Atrion Networking CEO: 7 Tips For Aspiring and Established Entrepreneurs

Tools Of The Trade

Tim Hebert, CEO of Atrion Networking, a Warwick, R.I.-based IT services company, is poised to deliver Rhode Island College's Class of 2014 Advanced Degree commencement speech later this month.

As a successful entrepreneur and Rhode Island community leader, Hebert attributes his achievements to the valuable lessons he has learned in business and in life.

Read on to find out Hebert's seven tips for aspiring and established entrepreneurs.

Work Hard To Succeed

"From a business-owner perspective, some of the lessons I learned is that nothing in life is worth having if you don’t have to work for it," said Hebert.

Hebert urges future graduates and existing business owners to be "willing to roll up [their] sleeves, get dirty and sweaty." Going the extra mile will help you to "succeed in life and feel that contentment," he said.

"When I look at my company, we started in 1987 and have gone through four recessions and economic downturns. Every time we've grown, we've come out and survived," Hebert said. "It's that much more enriching when you have to work hard."

Push Boundaries, Be Willing to Fail

Playing it too safe won't help a business owner achieve his or her goals, Hebert said. Instead, "we have to push and extend ourselves. Be in position to be challenged and be willing to fail," he said.

For Hebert, public speaking is now one of his core capabilities, but for a while it was an overwhelming fear, he said.

"I have dyslexia and I stutter [and] stammer a bit so I have everything going against me," said Hebert. "It's easy to say, 'I never have to do this' but I faced it head on."

Speaking to a group or audience has allowed him to put himself out in the open and gradually get over his fear, said Hebert.

"If I fail, I fail and I learn, but chances are I won't fail," said Hebert. "When people put themselves out there and rise to the occasion, they do remarkable things. [But] it's only when you push yourself and are willing to fail."

Surround Yourself With Positive People

Hebert’s advice is to always surround yourself with people that will "help to propel you forward in life ." A good support system will help you become a better person, Hebert said.

"[It's] people that help you keep things together. You need somebody to pull you up, or somebody to slap you in the head because your ego is too big," said Hebert. "I don’t think people understand the need for the human connection in order to be a successful business owner or successful in whatever they do."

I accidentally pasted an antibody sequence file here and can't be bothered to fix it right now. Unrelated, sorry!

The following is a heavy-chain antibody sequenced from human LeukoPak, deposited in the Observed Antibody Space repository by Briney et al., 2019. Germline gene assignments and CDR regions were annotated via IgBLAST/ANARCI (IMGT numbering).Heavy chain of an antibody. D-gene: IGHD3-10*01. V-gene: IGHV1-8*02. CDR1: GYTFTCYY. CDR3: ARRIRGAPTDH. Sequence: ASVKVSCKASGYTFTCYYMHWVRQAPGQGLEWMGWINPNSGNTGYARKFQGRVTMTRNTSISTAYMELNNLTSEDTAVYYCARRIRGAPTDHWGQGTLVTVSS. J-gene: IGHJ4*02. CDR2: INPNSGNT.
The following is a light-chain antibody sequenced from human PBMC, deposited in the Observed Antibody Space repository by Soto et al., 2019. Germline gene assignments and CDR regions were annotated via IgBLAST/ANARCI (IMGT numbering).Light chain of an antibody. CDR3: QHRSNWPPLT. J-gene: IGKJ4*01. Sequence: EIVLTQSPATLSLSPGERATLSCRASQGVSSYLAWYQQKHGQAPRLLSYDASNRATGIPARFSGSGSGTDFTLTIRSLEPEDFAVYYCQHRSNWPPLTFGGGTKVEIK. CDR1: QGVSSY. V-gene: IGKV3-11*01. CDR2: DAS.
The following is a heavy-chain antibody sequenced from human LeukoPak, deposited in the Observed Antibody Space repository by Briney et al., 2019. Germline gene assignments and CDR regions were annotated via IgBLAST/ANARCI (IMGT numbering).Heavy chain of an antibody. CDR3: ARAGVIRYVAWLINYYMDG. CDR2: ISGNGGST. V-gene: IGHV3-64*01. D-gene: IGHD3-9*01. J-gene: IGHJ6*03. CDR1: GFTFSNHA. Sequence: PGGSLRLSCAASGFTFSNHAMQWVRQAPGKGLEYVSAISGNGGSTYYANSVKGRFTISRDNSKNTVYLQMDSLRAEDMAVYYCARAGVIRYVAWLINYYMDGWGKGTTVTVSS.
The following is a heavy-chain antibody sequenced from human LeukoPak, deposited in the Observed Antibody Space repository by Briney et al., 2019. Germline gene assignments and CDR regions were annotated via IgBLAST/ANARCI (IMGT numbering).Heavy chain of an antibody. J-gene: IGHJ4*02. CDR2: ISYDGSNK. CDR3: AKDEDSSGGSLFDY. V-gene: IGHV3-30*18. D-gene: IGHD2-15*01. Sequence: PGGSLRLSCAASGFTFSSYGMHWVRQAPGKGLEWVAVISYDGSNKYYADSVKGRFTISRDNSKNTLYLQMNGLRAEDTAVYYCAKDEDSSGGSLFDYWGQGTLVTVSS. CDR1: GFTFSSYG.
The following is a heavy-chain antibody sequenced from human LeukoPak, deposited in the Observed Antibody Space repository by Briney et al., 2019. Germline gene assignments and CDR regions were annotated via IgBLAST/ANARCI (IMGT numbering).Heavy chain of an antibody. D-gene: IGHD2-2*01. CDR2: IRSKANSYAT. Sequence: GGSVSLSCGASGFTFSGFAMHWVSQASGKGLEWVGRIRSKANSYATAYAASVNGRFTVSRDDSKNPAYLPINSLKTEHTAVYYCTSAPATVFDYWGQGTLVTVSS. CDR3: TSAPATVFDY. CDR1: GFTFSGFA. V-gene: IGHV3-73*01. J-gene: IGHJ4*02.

Give To Get

"There's a certain culture where it's about trying to get more and it's [also] about giving," said Hebert. "It's all about giving back to those in society that are behind me or came before me. I spend 30 hours [a week] helping our state to become a better state and I don’t get paid for it."

Don’t Chase The Hype

As more solution providers transition their business to managed services and the cloud, Hebert said he doesn’t believe that’s always the right path. Instead, he believes that solution providers must figure out how to be the best with exactly what they do best, he said.

"I don't agree with that philosophy that you’re not going to be successful if you don’t move to managed services and cloud. People are resellers because it's their predominant strength," said Hebert. "It's not chasing the fad. Life in business is being the best at what you can do."

When Deciding To Cross Over

When solution providers look to bring in new segments to a business, it’s not just about the money, said Hebert.

"When [a business] wants to become a service organization and focus on professional, cloud or managed services, [they] need to have the DNA to be a services company," said Hebert.

For solution providers that break into the managed services industry and end up hating it, this will only cause bigger problems down the road, said Hebert.

"I absolutely love every aspect of service I do and [its] challenges. I love the good and bad days but I also love it when a client appreciates this value, and they'll pay me extra for that," said Hebert.

Innovate To Inspire

Last but not least, innovation is key to improving and contributing to long-term success for businesses, said Hebert.

"You have to innovate what you do every day and do it differently, no matter what it is," said Hebert.

"I do feel that in our industry because of rapid, constant technology changes, we have to change and we lose sight of how we represent our business," said Hebert.